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How do I add a point to the navigation history? (For navigate forward/back) RRS feed

  • Question

  • Say I'm implementing a service in a VSIX extension that, when a command is triggered, moves the cursor to a different location (like Go to Definition does).

    I'd like to add a point to the navigation history so that if the user decides they want to go back to where they were before they triggered the command, they can do so via View→Navigate Backward (Ctrl -).

    So far, I've figured out a way that involves adding one temporary point via IVsUIShell.AddNewBFNavigationItem, then adding another via IVsBackForwardNavigation2 (which seems to only work if AddNewBFNavigationItem was called first), then removing the temporary point. This feels like a hack, and I can't help but wonder if this code will break in future versions of Visual Studio (I'm developing for VS2013, by the way). Is there a better way than this brittle code?

    private static void AddNavigationHistoryPoint(IVsWindowFrame frame)
    {
        object navServiceObj;
        if (frame.GetProperty((int)__VSFPROPID4.VSFPROPID_NavigationInterface, out navServiceObj) == VSConstants.S_OK)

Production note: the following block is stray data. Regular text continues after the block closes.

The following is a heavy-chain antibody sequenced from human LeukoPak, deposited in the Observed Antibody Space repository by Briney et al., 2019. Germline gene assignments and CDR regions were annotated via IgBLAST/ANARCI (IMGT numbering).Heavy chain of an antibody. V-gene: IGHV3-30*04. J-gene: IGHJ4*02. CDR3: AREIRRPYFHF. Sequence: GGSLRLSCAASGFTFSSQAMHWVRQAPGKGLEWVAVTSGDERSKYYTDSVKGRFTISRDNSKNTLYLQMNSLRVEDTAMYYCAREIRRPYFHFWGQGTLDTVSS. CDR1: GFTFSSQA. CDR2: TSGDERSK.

{
            var navService = navServiceObj as IVsBackForwardNavigation2;
            if (navService != null && UiShell != null)
            {
                if (UiShell.AddNewBFNavigationItem(frame, "", null, 0) == VSConstants.S_OK)
                {
                    navService.RequestAddNavigationItem(frame);
                    UiShell.RemoveAdjacentBFNavigationItem(RemoveBFDirection.RemovePrev);
                }
            }
        }
    }



    • Edited by cameron3141 Wednesday, March 5, 2014 5:46 PM
    Wednesday, March 5, 2014 5:44 PM

All replies

  • Hi,

    Thank you for visiting this forum!

    Could you please tell us what extension you create? Could you please provide us with a screenshot?

    Best regards,

    Sunny

    Friday, March 7, 2014 5:28 AM
  • Well, technically it's not a standalone extension -- we're extending the isolated shell. But it works out to the same thing.

    There's nothing to take a screenshot of, since it's just a piece of code that listens for a command and then moves the cursor to a different line.

    How exactly is any of this relevant?

    Friday, March 7, 2014 1:49 PM